John 1 says of Jesus, “In him was life, and the life was the light of men.The light shines in the darkness, and the darkness has not overcome it.“ It continues on to say that Jesus is the “true light”. The run-up to Christmas is filled with lights – twinkling fairy lights, candles, lanterns, signs alight and flashing as businesses all compete for the attention of shoppers. Some of the lights are pleasant and cheery, some not so much. But none of them last. When the season is over they will all be taken away and we will be plunged into wintery darkness once again. But the “true light” that entered into our world long ago does not leave us. He still shines out in the darkness and we as His followers have a unique opportunity at Christmas to pull back the curtain of busyness, consumerism and false attempts at merry-making for the true Light to be seen in and through our lives.
Therefore we asked a few people to share with us over the next few weeks how they are personally reigniting the “true” light of Christmas in their own lives this year.
Crystal starts us off with how she is engaging with Advent more intentionally.
Advent – coming.
This simple word has lodged itself in my heart this year and has had me pondering. And has influenced my way of celebrating and engaging with Christmas.
I love Christmas, always have. I am always counting down the days until I can put up the tree and lights and then I try to keep them up as long as possible – until the poor tree is shrivelled and dried to half its original size!
But this year this word Advent has had me approaching the celebratory aspects of Christmas a bit more slowly. Yes, the tree is up – it hasn’t slowed me that much!
However, I have been more aware of the current darkness, pain, suffering, the deep bone weariness & exhaustion, frustrated restlessness, angry impatience, the quiet despairing resignation, and the deep, hungry yearning for hope in the world and in my friends and family. Therefore what Christmas truly represents has felt so important and I have not wanted to rush into the surface merry-making, but sit with the deeper truth of this season and let it sink into my being.
Shauna Niequist says, “There are years when the Christmas spirit is hard to come by, and it’s in those seasons when I’m so thankful for Advent. Consider it a less flashy but still very beautiful way of being present to this season. Give up for a while your false and failing attempts at merriment, and thank God for thin places, and for Advent, for a season that understands longing and loneliness and long nights. Let yourself fall open to Advent, to anticipation, to the belief that what is empty will be filled, what is broken will be repaired, and what is lost can always be found, no matter how many times it’s been lost.”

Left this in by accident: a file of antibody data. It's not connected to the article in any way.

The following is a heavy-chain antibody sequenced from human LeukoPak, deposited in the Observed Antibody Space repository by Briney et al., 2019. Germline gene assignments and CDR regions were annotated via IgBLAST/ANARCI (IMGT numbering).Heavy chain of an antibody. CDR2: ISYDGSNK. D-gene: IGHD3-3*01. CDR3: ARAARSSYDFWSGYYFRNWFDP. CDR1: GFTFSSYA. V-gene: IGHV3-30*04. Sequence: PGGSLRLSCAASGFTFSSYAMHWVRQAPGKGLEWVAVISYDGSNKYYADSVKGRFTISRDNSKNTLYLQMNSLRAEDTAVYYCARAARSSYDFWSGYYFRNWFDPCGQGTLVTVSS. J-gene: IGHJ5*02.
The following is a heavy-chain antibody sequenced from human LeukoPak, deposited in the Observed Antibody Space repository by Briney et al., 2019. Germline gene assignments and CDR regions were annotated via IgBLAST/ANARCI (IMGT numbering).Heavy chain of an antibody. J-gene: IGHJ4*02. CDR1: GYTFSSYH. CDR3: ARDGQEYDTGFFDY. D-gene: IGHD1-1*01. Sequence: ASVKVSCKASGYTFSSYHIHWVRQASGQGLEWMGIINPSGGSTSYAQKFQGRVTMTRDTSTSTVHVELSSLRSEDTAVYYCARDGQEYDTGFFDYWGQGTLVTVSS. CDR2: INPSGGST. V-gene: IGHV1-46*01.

I am “falling open to Advent” through my homemade Advent calendar. Little envelopes hanging on a wee paper tree and in each envelope is the name of someone to pray for and send an encouraging note to.
Then I am reading this profound little daily Advent devotional by Walter Bruggemann called Celebrating Abundance.
In the silent early hours of each morning I make my cup of coffee, take that day’s name from the envelope, sit by the tree, and prayerfully read through the devotional, allowing the gentle whisper of Holy Spirit to do its work in my own heart before turning my prayers to the name scribbled on the bit of paper.
There has been no great moment of mind-blowing revelation. But rather a slowly building sense of quiet anticipation, an increased longing for Jesus and for His light to penetrate the darkness and struggle in which those I know and love and those I don’t know find themselves in at the moment. Because Advent is for these people especially. And so I look towards Christmas, anticipating that Light to come and fill what is empty, repair the broken and restore what has been lost.